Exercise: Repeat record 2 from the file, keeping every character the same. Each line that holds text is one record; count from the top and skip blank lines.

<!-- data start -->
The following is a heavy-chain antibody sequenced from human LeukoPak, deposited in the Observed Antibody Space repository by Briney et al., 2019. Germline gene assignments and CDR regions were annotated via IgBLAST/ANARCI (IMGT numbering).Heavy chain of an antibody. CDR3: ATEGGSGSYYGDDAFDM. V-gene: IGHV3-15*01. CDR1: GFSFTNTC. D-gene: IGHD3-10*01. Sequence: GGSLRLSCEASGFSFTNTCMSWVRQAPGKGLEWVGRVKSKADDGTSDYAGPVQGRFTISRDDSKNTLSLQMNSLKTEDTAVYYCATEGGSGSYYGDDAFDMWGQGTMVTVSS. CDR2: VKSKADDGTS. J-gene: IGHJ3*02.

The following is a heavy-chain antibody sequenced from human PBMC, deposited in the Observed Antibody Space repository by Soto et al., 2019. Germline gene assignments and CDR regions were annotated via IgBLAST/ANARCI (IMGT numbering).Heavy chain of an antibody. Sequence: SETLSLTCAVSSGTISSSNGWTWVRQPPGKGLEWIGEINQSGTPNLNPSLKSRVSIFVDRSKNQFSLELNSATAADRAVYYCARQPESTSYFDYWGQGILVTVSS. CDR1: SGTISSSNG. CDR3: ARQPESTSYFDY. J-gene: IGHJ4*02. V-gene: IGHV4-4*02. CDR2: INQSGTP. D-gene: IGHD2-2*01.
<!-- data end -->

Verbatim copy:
The following is a heavy-chain antibody sequenced from human PBMC, deposited in the Observed Antibody Space repository by Soto et al., 2019. Germline gene assignments and CDR regions were annotated via IgBLAST/ANARCI (IMGT numbering).Heavy chain of an antibody. Sequence: SETLSLTCAVSSGTISSSNGWTWVRQPPGKGLEWIGEINQSGTPNLNPSLKSRVSIFVDRSKNQFSLELNSATAADRAVYYCARQPESTSYFDYWGQGILVTVSS. CDR1: SGTISSSNG. CDR3: ARQPESTSYFDY. J-gene: IGHJ4*02. V-gene: IGHV4-4*02. CDR2: INQSGTP. D-gene: IGHD2-2*01.